Traditional foods are traditional because they are suited to local conditions. Landraces can grow wild without human intervention. This means they are the most resilient foods for farmers to grow. It only makes sense that this is the future of food in Ukraine. We think the shift to these methods needs to start now before chemical resistant weeds and insects develop and before fossil fuel scarcity really becomes an issue.
That is what Yulia and I are focused on changing. We hope to be part of a cultural shift. Like I've said before, we feel a certain kinship with the !Fest people. They are doing great things and are creating positive changes in Lviv and Ukraine. While they focus on business, Yulia and I are focused on our domestic lifestyle. We want to use art, creativity, food, and tradition to change the way we live at home and encourage others to take part in what we think is a good thing.

Wednesday, September 11, 2013


We saw an unusual sight while in downtown Lviv yesterday. There was what seemed to be a hummingbird flying around a flower arrangement. We had never seen a hummingbird in Ukraine before and were amazed it was here. We looked up hummingbirds on the internet when we got home and learned that hummingbirds only live in the Americas. We examined our video and photographs more closely and noted that the creature had two antennas. We had definitely never seen a bird with antennas before, that's for sure. After further research we learned that we had seen a hummingmoth. It lives in warmer climates year round, but comes to Ukraine in the summer. What a remarkable animal!

Tuesday, September 10, 2013

Our love for Lviv

As I mentioned in an earlier post, we had a friend, Rick, come visit us from Odessa. Before we saw him off at the train station yesterday, we spent two days exploring downtown Lviv. The three of us were pleasantly surprised by what we saw. We saw a city that is changing for the better. It is changing in ways that we want it to change.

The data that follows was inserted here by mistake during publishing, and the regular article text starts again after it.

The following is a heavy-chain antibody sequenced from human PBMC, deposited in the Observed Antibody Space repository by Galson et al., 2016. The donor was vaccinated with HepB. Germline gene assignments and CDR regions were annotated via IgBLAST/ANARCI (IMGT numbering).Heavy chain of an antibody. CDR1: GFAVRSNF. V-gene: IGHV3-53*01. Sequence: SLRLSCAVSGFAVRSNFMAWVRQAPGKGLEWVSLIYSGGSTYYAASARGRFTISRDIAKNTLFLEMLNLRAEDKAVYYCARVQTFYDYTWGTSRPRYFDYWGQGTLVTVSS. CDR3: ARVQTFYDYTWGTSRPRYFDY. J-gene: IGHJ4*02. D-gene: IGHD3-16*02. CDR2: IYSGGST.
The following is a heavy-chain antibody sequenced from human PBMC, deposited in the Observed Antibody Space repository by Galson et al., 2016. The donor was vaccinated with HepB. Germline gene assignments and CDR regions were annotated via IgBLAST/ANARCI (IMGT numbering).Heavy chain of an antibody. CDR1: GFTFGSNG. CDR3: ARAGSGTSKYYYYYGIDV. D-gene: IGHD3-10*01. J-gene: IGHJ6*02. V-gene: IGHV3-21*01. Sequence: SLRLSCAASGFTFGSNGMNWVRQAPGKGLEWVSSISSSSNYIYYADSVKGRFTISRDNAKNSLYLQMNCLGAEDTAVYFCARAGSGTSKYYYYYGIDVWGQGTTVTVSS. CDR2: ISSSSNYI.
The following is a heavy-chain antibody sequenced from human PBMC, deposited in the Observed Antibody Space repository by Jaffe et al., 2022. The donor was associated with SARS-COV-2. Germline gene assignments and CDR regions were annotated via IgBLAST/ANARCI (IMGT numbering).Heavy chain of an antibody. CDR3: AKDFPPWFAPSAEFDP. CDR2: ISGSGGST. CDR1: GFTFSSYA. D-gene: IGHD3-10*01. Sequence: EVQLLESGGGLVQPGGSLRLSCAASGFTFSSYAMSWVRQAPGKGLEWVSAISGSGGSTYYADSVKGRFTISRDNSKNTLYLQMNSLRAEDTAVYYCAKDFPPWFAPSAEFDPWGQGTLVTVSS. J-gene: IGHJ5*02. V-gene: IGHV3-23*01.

It makes us feel positive about the present and hopeful about the future. We decided to take Rick downtown and visit a random coffee shop. Lviv is famous for quality coffee going back hundreds of years. We stumbled upon a new coffee shop and roaster on Ploshcha Rynok (Market Square). It is called Lviv Coffee Mine. The last time Yulia and I were there, actually, there was a souvenir shop at that location. We entered, and walked past a giant coffee roasting machine and gift shop. We found some alluring underground tunnels. I guess they have a running joke that they mine the coffee there. We took some pictures while we were down there.

  We stumbled around some more and emerged in a beautiful courtyard.

The cafe area was covered by a steel and glass vaulted ceiling through which you could see the sky. The center of the courtyard had a stage for a band. Different bands play music there frequently. The night we were there an alternative jazz band played. Many different genres of music can be heard there.
Doors seemed to be the decorative theme for the courtyard, as you may be able to see behind the stage in the above photograph. They also had different doors painted and hung up to serve as decoration:

We sat down here and ordered some coffee (a rarity for Yulia and me) and some food.

 This cafe also did something that I haven't seen before at restaurants. They brought out blankets after it got dark out. Here's Yulia staying warm with hers:
In all, we were pleased with what we saw at the Lviv Coffee Mine. The waiters were friendly and young mostly. They looked a lot like what we would refer to as hipsters in the US, so I guess that would make them hipsters. I know it's popular to poke fun at these kinds of people, but I don't want to. I really respect them and what they are doing. These are young, creative, energetic people that have created something wonderful in a city we already love very much. In America I take these people and places for granted. In Ukraine I don't.